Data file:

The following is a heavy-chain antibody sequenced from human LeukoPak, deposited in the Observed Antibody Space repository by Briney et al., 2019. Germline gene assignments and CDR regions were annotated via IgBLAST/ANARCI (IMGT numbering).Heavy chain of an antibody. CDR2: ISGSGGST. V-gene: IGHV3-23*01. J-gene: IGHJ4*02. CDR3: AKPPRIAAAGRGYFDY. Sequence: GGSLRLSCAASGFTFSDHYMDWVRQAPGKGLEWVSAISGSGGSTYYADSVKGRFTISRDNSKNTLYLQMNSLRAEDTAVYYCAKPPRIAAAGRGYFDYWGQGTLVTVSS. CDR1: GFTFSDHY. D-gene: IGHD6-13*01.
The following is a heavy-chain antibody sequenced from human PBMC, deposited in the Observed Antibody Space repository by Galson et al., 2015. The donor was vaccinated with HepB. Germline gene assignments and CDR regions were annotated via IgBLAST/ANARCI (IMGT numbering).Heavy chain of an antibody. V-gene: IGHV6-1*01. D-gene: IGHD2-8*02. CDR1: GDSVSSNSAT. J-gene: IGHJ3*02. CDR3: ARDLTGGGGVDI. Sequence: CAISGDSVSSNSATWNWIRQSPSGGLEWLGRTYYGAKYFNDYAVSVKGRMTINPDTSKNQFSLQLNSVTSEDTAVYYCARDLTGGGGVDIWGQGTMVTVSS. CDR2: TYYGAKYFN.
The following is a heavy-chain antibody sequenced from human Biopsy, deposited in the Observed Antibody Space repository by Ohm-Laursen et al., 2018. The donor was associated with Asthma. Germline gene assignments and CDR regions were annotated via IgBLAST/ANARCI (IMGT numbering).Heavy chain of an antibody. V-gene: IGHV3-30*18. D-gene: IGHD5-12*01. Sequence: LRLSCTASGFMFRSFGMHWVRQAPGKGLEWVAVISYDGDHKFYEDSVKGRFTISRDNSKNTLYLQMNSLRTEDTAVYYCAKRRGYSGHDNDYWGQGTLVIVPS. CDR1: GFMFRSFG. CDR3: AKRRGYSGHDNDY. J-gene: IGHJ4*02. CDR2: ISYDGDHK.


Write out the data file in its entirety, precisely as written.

The following is a heavy-chain antibody sequenced from human LeukoPak, deposited in the Observed Antibody Space repository by Briney et al., 2019. Germline gene assignments and CDR regions were annotated via IgBLAST/ANARCI (IMGT numbering).Heavy chain of an antibody. CDR2: ISGSGGST. V-gene: IGHV3-23*01. J-gene: IGHJ4*02. CDR3: AKPPRIAAAGRGYFDY. Sequence: GGSLRLSCAASGFTFSDHYMDWVRQAPGKGLEWVSAISGSGGSTYYADSVKGRFTISRDNSKNTLYLQMNSLRAEDTAVYYCAKPPRIAAAGRGYFDYWGQGTLVTVSS. CDR1: GFTFSDHY. D-gene: IGHD6-13*01.
The following is a heavy-chain antibody sequenced from human PBMC, deposited in the Observed Antibody Space repository by Galson et al., 2015. The donor was vaccinated with HepB. Germline gene assignments and CDR regions were annotated via IgBLAST/ANARCI (IMGT numbering).Heavy chain of an antibody. V-gene: IGHV6-1*01. D-gene: IGHD2-8*02. CDR1: GDSVSSNSAT. J-gene: IGHJ3*02. CDR3: ARDLTGGGGVDI. Sequence: CAISGDSVSSNSATWNWIRQSPSGGLEWLGRTYYGAKYFNDYAVSVKGRMTINPDTSKNQFSLQLNSVTSEDTAVYYCARDLTGGGGVDIWGQGTMVTVSS. CDR2: TYYGAKYFN.
The following is a heavy-chain antibody sequenced from human Biopsy, deposited in the Observed Antibody Space repository by Ohm-Laursen et al., 2018. The donor was associated with Asthma. Germline gene assignments and CDR regions were annotated via IgBLAST/ANARCI (IMGT numbering).Heavy chain of an antibody. V-gene: IGHV3-30*18. D-gene: IGHD5-12*01. Sequence: LRLSCTASGFMFRSFGMHWVRQAPGKGLEWVAVISYDGDHKFYEDSVKGRFTISRDNSKNTLYLQMNSLRTEDTAVYYCAKRRGYSGHDNDYWGQGTLVIVPS. CDR1: GFMFRSFG. CDR3: AKRRGYSGHDNDY. J-gene: IGHJ4*02. CDR2: ISYDGDHK.